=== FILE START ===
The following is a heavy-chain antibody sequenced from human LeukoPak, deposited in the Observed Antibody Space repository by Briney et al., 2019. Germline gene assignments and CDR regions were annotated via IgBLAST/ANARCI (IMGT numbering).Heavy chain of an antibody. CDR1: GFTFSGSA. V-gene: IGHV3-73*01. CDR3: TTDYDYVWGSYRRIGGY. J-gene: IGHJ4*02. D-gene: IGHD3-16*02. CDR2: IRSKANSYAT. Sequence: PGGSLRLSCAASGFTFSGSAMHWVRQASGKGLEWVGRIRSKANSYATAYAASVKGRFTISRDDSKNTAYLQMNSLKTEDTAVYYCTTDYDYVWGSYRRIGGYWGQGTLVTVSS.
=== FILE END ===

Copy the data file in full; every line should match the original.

The following is a heavy-chain antibody sequenced from human LeukoPak, deposited in the Observed Antibody Space repository by Briney et al., 2019. Germline gene assignments and CDR regions were annotated via IgBLAST/ANARCI (IMGT numbering).Heavy chain of an antibody. CDR1: GFTFSGSA. V-gene: IGHV3-73*01. CDR3: TTDYDYVWGSYRRIGGY. J-gene: IGHJ4*02. D-gene: IGHD3-16*02. CDR2: IRSKANSYAT. Sequence: PGGSLRLSCAASGFTFSGSAMHWVRQASGKGLEWVGRIRSKANSYATAYAASVKGRFTISRDDSKNTAYLQMNSLKTEDTAVYYCTTDYDYVWGSYRRIGGYWGQGTLVTVSS.